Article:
1) A “post-Westphalian European order” [i.e., post the 1648 Peace of Westphalia ending the Thirty Years War and other hostilities], one in Kissinger’s words which is “a system of independent states refraining from interference in each other’s domestic affairs [the US will never stop doing this] and checking each other’s ambitions through a general equilibrium of power.” But the US is a super power, how could such an equilibrium be imposed?
2) An “Islamic world order” based on the ideas of Sultan Mehmed II (who conquered Constantinople in 1453 thus ending the (Eastern) Roman Empire) and who proclaimed “one empire, one faith, and one sovereignty in the world”
3) a “Chinese order” based on the imperial (actually Confucian) idea of “harmony under heaven” (tian-xia, maybe not such a bad idea, nothing wrong with harmony).
Let’s look more closely at these four kinds of “ideal” world order- American, European, Islamic, and Chinese. We will look at them through the eyes of Kissinger as reported by Ferguson. Let us dismiss the “American” order as we have already pointed out that it was a Kissinger fantasy. It boiled down to the attempted implementation of a US diktat in international affairs dressed up in democratic phraseology by Kissinger and his likes. It is still the US’s favourite modus operandi but as American power weakens it is becoming harder and harder to enforce.
The other three systems are also flawed. Kissinger thinks the “European” system is departing from its “Westphalian” ideals by trying to form the EU which combines “pooled sovereignty” with attempts to “limit the element of power” in the new institutions it is creating. The problem is that none of the countries in the EU want to end up bossed around by Germany which is where “pooled sovereignty” is taking them.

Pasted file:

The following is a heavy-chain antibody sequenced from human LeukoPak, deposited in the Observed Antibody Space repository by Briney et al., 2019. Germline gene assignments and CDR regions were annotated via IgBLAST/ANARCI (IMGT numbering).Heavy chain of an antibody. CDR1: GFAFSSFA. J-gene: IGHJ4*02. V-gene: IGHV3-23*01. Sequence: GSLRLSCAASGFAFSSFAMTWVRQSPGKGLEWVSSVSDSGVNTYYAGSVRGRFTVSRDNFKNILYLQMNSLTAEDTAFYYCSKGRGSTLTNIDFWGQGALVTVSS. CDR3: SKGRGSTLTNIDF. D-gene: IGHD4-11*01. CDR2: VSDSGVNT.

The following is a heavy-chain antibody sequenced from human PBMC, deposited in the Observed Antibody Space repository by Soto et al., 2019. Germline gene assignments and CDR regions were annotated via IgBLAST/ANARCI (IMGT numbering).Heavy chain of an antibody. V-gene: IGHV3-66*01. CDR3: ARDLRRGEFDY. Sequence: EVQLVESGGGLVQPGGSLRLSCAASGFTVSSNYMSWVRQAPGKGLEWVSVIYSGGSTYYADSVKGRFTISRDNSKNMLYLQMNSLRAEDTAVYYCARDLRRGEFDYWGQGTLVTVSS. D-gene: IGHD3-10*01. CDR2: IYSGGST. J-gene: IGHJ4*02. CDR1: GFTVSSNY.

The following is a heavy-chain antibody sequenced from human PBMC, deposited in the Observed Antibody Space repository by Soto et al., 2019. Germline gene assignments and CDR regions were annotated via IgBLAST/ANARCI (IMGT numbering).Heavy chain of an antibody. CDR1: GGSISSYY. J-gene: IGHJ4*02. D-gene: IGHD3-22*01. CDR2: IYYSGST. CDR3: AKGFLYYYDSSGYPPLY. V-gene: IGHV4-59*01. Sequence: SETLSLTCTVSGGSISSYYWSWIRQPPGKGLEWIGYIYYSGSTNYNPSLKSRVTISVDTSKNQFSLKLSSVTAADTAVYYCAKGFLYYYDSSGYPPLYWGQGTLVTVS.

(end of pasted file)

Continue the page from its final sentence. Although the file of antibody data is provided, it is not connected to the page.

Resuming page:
The problem of the “Islamist world order” [other than the fact that it doesn’t exist] is, according to Kissinger, that it is “based on the fundamentalist version of their religion” and quests for “a global revolution.” This is to take the Islamic State, ISIS, ISIL, or whatever you want to call it, and the jihadists as far more historically significant than they are.
They are local disturbances, generated in reaction to the failures of the American diktat in their part of the world, and will vanish as soon as the Americans realise it is their own policies, based on ignorance of the culture, religion, and history of the area and motivated more by economic motives than anything else, which cause these groups to form and then take steps to disengage from meddling in the area. The UN will have to help the US get out gracefully as the US has shown it is incapable of conducting itself rationally when it comes to dealing with the people in this part of the world.
As for the “Chinese order” (another culture area of which Americans seem ignorant), Kissinger says earlier ideas about the “Middle Kingdom and its tributaries” have been “jettisoned.” It seems the Chinese (and others) are acting as “hyper-Westphalians” and see the area in terms “of aggressively competing nation states.” Kissinger finds this (his own imaginary construct) as “inapplicable” for this region.
There is a slight interruption in Ferguson’s review at this point so that he can fawn all over Kissinger the statesman, the academic, the historical thinker (he leaves out the war criminal, the supporter of fascists, the accomplice in murder, torture and genocide). We will return to Ferguson’s analysis in our next instalment (Part 3 of the review of World Order).